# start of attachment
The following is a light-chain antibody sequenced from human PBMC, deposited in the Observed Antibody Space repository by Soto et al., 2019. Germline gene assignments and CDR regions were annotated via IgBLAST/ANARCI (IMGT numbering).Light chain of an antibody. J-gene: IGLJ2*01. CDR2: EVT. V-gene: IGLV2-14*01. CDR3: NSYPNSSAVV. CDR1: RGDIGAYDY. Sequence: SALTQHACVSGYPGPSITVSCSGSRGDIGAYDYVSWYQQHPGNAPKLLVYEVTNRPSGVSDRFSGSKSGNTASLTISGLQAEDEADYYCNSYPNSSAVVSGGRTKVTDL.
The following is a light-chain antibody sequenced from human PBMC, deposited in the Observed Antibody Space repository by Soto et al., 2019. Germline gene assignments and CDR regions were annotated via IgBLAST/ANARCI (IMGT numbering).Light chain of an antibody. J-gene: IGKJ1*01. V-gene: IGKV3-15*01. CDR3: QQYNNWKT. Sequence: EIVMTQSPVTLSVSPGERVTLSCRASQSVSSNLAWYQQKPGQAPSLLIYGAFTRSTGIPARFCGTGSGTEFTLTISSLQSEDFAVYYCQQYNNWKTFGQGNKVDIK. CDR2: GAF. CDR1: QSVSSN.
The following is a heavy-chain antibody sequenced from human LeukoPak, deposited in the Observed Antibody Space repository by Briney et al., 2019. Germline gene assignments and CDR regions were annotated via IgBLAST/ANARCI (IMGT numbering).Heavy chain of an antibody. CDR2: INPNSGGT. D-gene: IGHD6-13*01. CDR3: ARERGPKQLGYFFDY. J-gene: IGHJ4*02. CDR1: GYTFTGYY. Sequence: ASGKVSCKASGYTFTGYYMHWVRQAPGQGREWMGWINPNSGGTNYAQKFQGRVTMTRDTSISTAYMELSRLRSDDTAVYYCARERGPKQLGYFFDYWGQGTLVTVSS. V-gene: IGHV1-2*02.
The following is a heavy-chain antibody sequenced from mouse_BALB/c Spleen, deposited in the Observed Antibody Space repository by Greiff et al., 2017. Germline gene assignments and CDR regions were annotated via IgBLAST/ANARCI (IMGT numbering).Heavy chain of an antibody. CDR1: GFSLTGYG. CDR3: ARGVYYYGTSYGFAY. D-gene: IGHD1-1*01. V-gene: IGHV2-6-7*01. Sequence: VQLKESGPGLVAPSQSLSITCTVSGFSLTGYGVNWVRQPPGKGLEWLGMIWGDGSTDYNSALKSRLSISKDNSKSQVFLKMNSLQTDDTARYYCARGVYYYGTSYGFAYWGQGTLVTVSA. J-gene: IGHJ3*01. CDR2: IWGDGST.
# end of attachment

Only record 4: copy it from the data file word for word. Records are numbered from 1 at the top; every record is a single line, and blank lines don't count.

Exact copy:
The following is a heavy-chain antibody sequenced from mouse_BALB/c Spleen, deposited in the Observed Antibody Space repository by Greiff et al., 2017. Germline gene assignments and CDR regions were annotated via IgBLAST/ANARCI (IMGT numbering).Heavy chain of an antibody. CDR1: GFSLTGYG. CDR3: ARGVYYYGTSYGFAY. D-gene: IGHD1-1*01. V-gene: IGHV2-6-7*01. Sequence: VQLKESGPGLVAPSQSLSITCTVSGFSLTGYGVNWVRQPPGKGLEWLGMIWGDGSTDYNSALKSRLSISKDNSKSQVFLKMNSLQTDDTARYYCARGVYYYGTSYGFAYWGQGTLVTVSA. J-gene: IGHJ3*01. CDR2: IWGDGST.